Spring is moving fast here in Southern California. I’ve already checked out some of the gardens on our host’s site for Bloom Day, Carol at May Dreams Gardens, and saw lots of traditional spring shrubs and bulbs and perennials like hellebores in amazing colors just coming into bloom. Slowly but surely spring is spreading across the land. Huzzah!
Spring has had an unmistakably orange cast to it in my garden this year. A kniphofia in its current 50/50 bar coloration.
Same kniphofia about a week ago. I moved this one around and didn’t keep track of the name, but all my kniphofias come from Digging Dog, which has a great list.
Nepeta ‘Walker’s Low’ is just starting to bloom, and hopefully the isoplexis will hang in there a little longer. The grass Stipa gigantea was moved here last fall and hasn’t missed a beat, showing lots of bloom stalks.
Tweedia caerulea/Oxypetalum caerulea may be a rare baby blue in color but it is a surprisingly tough plant. This one survived forgotten and neglected in a container throughout the mostly rainless winter. It’s climbing up a castor bean, Ricinus communis ‘New Zealand Purple.’
The self-sowing annual Senecio stellata started bloom this week. Big leaves, tall, and likes it on the shady side.
Another tall one, Albuca maxima.
This South African bulb has been thriving in the front gravel garden, which gets very little summer water. Over 5 feet tall, it reminds me of a giant galanthus.
More white blooms, Erodium pelargoniflorum, a prolific self-seeder in the front gravel garden.
The fringe tree on the east side of the house, Chionanthus retusus, just about at maximum white-out.
The fried egg on a long stalk near the Euphorbia cotinifolia tree trunk is Argemone munita. Hopefully better photos to come. I wouldn’t mind about six more of these self-sown in the garden for next year.
Self-sowing white valerian forming buds, with the lavender bells of the shrub prostranthera, the Australian mintbush.
The mintbush with the succulent Senecio anteuphorbium.
A gift pelargonium, no ID. The small details in the leaves and flowers of these simple pelargoniums get me every time.
Closeup of the tiny flowers.
The plant at its base is even more self-effacing, with a big name for such a quiet plant, Zaluzianskya capensis.
Lots of self-sown nicotianas. The flowers are too small to be pure N. alata, so it probably has some langsdorfii in the mix. Whatever its parentage, lime green flowers always work for me.
Nicotiana ‘Ondra’s Brown Mix,’ with a potted begonia for scale. This strain of flowering tobacco has been keeping hummingbirds happy all winter. This is the first begonia to bloom (again, no ID!), and the colocasias are just beginning to leaf out.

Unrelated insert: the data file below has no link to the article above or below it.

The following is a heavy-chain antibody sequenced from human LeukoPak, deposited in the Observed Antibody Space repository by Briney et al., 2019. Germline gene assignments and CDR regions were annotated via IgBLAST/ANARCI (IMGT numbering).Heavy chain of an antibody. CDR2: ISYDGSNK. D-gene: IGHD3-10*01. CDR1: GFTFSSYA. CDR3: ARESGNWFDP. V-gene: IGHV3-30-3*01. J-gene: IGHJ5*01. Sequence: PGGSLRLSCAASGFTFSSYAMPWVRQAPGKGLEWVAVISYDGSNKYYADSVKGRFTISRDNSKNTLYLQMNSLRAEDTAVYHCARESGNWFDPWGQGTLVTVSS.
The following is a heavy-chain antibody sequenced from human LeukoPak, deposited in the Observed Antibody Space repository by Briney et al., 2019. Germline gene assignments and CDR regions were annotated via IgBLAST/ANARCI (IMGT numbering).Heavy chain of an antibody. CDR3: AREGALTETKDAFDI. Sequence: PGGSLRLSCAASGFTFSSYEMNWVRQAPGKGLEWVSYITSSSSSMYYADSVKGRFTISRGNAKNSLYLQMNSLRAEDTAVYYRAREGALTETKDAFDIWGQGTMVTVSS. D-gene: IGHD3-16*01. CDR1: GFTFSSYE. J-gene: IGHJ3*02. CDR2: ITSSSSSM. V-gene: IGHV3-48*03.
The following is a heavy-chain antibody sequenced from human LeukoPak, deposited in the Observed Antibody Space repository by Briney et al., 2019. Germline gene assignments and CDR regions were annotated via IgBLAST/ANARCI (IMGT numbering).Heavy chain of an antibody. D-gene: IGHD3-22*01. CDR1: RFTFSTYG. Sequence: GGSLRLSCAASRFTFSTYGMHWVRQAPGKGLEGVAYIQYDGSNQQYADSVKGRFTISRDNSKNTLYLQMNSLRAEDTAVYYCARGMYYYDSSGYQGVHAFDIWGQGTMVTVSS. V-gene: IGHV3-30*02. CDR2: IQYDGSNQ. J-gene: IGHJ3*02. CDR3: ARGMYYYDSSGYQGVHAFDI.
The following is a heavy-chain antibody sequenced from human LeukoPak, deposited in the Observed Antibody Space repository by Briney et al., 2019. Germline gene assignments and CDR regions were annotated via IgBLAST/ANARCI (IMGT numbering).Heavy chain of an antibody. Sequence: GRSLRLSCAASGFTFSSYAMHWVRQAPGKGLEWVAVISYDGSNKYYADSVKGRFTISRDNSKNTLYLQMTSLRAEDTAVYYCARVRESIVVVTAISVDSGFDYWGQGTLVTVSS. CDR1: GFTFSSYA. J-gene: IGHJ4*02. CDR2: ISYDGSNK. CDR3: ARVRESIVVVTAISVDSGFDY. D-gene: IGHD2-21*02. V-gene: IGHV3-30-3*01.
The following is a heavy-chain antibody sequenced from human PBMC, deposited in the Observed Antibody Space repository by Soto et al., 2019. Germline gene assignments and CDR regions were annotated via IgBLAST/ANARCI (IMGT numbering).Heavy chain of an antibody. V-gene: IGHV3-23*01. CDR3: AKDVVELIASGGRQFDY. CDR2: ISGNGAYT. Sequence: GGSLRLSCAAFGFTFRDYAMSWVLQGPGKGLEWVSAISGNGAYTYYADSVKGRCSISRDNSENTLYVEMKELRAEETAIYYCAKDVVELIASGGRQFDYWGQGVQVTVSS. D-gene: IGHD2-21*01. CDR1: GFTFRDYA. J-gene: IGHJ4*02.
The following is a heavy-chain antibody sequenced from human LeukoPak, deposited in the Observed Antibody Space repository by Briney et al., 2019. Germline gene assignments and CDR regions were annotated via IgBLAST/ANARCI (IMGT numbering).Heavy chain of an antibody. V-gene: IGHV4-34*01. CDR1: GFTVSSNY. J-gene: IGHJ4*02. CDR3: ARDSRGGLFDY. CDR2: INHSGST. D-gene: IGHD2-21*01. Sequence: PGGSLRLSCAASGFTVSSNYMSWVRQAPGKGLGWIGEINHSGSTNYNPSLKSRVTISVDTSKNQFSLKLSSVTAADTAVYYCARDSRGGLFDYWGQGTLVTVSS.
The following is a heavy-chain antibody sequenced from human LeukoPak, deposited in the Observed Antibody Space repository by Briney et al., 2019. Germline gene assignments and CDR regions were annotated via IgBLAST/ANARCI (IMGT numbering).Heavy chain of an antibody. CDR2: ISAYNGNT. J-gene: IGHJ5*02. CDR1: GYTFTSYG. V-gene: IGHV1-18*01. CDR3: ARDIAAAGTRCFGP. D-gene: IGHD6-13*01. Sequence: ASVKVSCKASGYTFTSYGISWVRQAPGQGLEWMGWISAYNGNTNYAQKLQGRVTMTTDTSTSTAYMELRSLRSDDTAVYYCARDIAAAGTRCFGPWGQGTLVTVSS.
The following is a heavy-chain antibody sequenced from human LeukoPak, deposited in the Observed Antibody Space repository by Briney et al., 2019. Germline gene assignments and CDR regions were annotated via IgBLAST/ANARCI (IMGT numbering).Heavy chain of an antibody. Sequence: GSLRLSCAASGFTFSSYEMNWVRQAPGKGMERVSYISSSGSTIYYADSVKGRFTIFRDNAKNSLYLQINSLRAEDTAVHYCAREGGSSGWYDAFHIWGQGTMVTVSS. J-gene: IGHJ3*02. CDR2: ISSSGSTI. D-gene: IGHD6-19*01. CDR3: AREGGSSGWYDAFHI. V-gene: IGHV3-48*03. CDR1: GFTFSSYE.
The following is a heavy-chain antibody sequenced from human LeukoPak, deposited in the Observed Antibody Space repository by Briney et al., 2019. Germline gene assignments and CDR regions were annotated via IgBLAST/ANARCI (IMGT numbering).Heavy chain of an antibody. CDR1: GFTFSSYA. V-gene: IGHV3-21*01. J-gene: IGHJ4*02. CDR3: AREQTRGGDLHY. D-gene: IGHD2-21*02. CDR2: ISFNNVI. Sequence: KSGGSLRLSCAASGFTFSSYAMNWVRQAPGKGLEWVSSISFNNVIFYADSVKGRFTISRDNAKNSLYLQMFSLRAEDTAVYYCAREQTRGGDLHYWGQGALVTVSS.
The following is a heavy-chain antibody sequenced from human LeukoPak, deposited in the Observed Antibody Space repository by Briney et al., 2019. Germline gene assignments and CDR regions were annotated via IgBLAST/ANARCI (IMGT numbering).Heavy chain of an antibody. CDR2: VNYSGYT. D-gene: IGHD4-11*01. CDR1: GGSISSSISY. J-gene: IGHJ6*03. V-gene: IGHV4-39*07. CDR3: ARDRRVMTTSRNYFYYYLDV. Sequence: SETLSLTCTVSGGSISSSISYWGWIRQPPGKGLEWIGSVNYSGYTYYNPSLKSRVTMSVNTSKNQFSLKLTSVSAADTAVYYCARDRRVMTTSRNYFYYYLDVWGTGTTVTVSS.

The porch poppies, with lots more poppies in bloom in the garden.
The anigozanthos might be a tad too close to the euphorbia, but I love the lime green and orange together.
The last two photos are by MB Maher, who was in town briefly and tried to get more of the Euphorbia lambii from a higher angle.
MB Maher’s photo of the Salvia chiapensis with a bit of purple in the center from Penstemon ‘Margarita BOP,’ planted from gallons a couple weeks ago. I have a feeling that yucca will be in bloom for May Bloom Day. See you then!
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I never recognize even half of the flowers you show, Denise, but I’m always intrigued and entranced. I do know kniphofia, and yours are wonderful colors, shifting as they do. Albuca maxima is lovely. I’ll enjoy it in your garden, since there’s not a snowball’s chance in hell it will live up here! Happy Bloom Day!
My Chionanthus is shrub form but it still blloms big. Not for another month or so though. Have you tried any of those long blooming Kniphofias we saw at Terra Nova last year? Happy Bloom Day Denise!
You know it’s a good Bloomday post when you have to Google several of the names of plants you’ve never heard of before!
Your garden is looking lovelier than ever Denise…maybe someday I will be lucky enough to visit it in person. (yikes I think I just invited myself over)
Hoov, isn’t spring grand?
Jane, I’m glad I can offer even a smidge of the intrigue and enjoyment I get from your garden.
Sue, no, I haven’t! And now must go back and check notes for names.
Loree, yes, of course you’re invited. Whenever Marty backs into an agave he says knowingly “danger garden!” So you’re famous in these parts!
I love fringe trees, but will need to wait a long while yet to see the blooms here. Mine looks very different from yours. I fear I may be forced to move mine too. I wonder how it will react!
Marie, this tree has been moved too, when it was about sapling size, from the front to the back garden. The root ball was so huge, we used our Jeep Wagoneer to haul it out of the ground, wrapped it up as best we could, and then dragged it to its new location. I’d say this tree takes transplanting just fine! We were younger and crazier then — well, younger anyway 😉
I think I need a cutting of that Isoplexus. 🙂
Dustin, I think you do too.